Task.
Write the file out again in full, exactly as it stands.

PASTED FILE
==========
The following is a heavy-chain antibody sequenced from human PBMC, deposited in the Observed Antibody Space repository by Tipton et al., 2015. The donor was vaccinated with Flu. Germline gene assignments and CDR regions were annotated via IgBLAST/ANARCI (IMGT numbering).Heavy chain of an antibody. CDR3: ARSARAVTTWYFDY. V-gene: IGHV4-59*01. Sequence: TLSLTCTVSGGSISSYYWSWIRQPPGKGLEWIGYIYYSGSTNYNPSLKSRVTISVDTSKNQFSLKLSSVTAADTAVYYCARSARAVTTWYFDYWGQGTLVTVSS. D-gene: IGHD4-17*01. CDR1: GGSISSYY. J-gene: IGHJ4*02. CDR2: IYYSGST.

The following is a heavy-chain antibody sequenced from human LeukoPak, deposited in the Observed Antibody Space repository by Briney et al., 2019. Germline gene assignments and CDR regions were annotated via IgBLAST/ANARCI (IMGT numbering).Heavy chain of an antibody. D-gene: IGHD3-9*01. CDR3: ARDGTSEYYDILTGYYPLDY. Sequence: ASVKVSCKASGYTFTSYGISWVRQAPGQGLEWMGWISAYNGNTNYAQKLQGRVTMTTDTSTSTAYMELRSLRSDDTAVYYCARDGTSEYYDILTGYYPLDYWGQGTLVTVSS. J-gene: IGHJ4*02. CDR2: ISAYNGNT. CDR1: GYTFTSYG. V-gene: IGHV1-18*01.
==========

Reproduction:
The following is a heavy-chain antibody sequenced from human PBMC, deposited in the Observed Antibody Space repository by Tipton et al., 2015. The donor was vaccinated with Flu. Germline gene assignments and CDR regions were annotated via IgBLAST/ANARCI (IMGT numbering).Heavy chain of an antibody. CDR3: ARSARAVTTWYFDY. V-gene: IGHV4-59*01. Sequence: TLSLTCTVSGGSISSYYWSWIRQPPGKGLEWIGYIYYSGSTNYNPSLKSRVTISVDTSKNQFSLKLSSVTAADTAVYYCARSARAVTTWYFDYWGQGTLVTVSS. D-gene: IGHD4-17*01. CDR1: GGSISSYY. J-gene: IGHJ4*02. CDR2: IYYSGST.

The following is a heavy-chain antibody sequenced from human LeukoPak, deposited in the Observed Antibody Space repository by Briney et al., 2019. Germline gene assignments and CDR regions were annotated via IgBLAST/ANARCI (IMGT numbering).Heavy chain of an antibody. D-gene: IGHD3-9*01. CDR3: ARDGTSEYYDILTGYYPLDY. Sequence: ASVKVSCKASGYTFTSYGISWVRQAPGQGLEWMGWISAYNGNTNYAQKLQGRVTMTTDTSTSTAYMELRSLRSDDTAVYYCARDGTSEYYDILTGYYPLDYWGQGTLVTVSS. J-gene: IGHJ4*02. CDR2: ISAYNGNT. CDR1: GYTFTSYG. V-gene: IGHV1-18*01.